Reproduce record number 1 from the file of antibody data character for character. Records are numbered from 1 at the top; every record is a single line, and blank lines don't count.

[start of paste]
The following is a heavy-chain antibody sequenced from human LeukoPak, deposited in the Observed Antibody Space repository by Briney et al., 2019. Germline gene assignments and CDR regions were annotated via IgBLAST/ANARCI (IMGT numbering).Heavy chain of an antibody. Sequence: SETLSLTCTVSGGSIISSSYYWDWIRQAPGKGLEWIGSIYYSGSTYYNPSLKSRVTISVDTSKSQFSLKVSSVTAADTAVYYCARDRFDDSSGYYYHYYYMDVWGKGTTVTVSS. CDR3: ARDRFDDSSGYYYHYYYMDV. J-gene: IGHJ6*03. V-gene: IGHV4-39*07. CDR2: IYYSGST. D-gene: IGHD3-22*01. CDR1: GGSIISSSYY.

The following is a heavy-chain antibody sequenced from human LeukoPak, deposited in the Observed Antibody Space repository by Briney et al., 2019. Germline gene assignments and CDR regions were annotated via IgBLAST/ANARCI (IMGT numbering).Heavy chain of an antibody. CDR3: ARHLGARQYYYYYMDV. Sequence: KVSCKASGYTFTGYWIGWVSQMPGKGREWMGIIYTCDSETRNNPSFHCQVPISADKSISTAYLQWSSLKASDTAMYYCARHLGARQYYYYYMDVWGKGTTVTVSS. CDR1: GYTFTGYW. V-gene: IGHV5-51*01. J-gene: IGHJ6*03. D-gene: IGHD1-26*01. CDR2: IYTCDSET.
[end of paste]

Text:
The following is a heavy-chain antibody sequenced from human LeukoPak, deposited in the Observed Antibody Space repository by Briney et al., 2019. Germline gene assignments and CDR regions were annotated via IgBLAST/ANARCI (IMGT numbering).Heavy chain of an antibody. Sequence: SETLSLTCTVSGGSIISSSYYWDWIRQAPGKGLEWIGSIYYSGSTYYNPSLKSRVTISVDTSKSQFSLKVSSVTAADTAVYYCARDRFDDSSGYYYHYYYMDVWGKGTTVTVSS. CDR3: ARDRFDDSSGYYYHYYYMDV. J-gene: IGHJ6*03. V-gene: IGHV4-39*07. CDR2: IYYSGST. D-gene: IGHD3-22*01. CDR1: GGSIISSSYY.